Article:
To survive chemotherapy, some cancer cells eat their neighboring tumor cells, a new study shows.
The findings suggest that this act of cannibalism gives the cancer cells the energy they need to stay alive and initiate tumor relapse after the course of treatment is completed.
Chemotherapy drugs such as doxorubicin damage cancer cells’ DNA to kill them, but cells that survive initial treatment can soon give rise to relapsed tumors. This is a particular problem in breast cancers that retain a normal copy of a gene called TP53. Instead of dying in response to chemotherapy-induced DNA damage, these cancer cells generally just stop proliferating and enter a dormant but metabolically active state known as senescence.
In addition to surviving chemotherapy, these senescent cancer cells produce large amounts of inflammatory molecules and other factors that can promote the tumor’s regrowth. Chemotherapy-treated breast cancer patients with normal TP53 genes are therefore prone to relapse and have poor survival rates.
“Understanding the properties of these senescent cancer cells that allow their survival after chemotherapy treatment is extremely important,” says Crystal A. Tonnessen-Murray, a postdoctoral research fellow in James G. Jackson’s laboratory at the Tulane University School of Medicine.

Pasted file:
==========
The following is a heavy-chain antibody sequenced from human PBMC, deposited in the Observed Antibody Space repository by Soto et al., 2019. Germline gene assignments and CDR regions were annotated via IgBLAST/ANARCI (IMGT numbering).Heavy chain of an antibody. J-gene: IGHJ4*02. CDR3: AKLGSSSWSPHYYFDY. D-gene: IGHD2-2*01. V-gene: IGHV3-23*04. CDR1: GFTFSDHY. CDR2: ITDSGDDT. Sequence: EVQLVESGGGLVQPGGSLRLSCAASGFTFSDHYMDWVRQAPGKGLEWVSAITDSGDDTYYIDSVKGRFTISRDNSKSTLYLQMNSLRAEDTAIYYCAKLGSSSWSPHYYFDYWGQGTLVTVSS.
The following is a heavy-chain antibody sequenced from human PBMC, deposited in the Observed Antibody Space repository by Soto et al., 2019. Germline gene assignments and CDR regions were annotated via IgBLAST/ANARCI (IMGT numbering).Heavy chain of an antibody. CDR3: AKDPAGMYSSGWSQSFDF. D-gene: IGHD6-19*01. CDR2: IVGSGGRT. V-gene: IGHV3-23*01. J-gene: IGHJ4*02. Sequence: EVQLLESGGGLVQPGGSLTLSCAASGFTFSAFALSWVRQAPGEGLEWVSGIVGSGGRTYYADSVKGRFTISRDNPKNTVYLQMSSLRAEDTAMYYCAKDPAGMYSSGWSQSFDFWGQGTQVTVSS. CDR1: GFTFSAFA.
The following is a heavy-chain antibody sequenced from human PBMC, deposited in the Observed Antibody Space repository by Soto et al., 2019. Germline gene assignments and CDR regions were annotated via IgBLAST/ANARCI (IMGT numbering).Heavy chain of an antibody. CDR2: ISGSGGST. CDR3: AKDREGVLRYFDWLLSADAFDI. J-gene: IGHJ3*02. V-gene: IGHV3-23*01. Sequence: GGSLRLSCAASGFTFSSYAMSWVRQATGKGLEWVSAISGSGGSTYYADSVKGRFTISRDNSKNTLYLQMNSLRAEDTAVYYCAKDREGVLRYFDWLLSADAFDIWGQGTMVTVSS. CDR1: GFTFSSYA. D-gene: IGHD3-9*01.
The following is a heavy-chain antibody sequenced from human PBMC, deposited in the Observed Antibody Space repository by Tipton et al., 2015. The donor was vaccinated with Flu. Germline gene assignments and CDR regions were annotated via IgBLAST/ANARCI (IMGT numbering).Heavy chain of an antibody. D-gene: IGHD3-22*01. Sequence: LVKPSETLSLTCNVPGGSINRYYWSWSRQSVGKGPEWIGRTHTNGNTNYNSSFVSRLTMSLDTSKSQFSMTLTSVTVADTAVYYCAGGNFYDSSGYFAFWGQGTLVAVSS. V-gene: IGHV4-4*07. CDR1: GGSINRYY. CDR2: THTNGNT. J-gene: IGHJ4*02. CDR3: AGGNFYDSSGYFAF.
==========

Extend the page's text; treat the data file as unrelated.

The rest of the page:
Researchers discovered that, after exposure to doxorubicin or other chemotherapy drugs, breast cancer cells that become senescent frequently engulf neighboring cancer cells. They observed this surprising behavior not only in cancer cells grown in the lab, but also in tumors growing in mice. Lung and bone cancer cells are also capable of engulfing their neighbors after becoming senescent, the researchers discovered.
As reported in the Journal of Cell Biology, senescent cancer cells activate a group of genes that are normally active in white blood cells that engulf invading microbes or cellular debris. After “eating” their neighbors, senescent cancer cells digested them by delivering them to lysosomes, acidic cellular structures that are also highly active in senescent cells.
Senescent cancer cells that engulfed a neighboring cell survived in culture for longer than senescent cancer cells that didn’t. The researchers suspect that consuming their neighbors may provide senescent cancer cells with the energy and materials they need to survive and produce the factors that drive tumor relapse.
“Inhibiting this process may provide new therapeutic opportunities, because we know that it is the breast cancer patients with tumors that undergo TP53-mediated senescence in response to chemotherapy that have poor response and poor survival rates,” Jackson says.
Source: Tulane University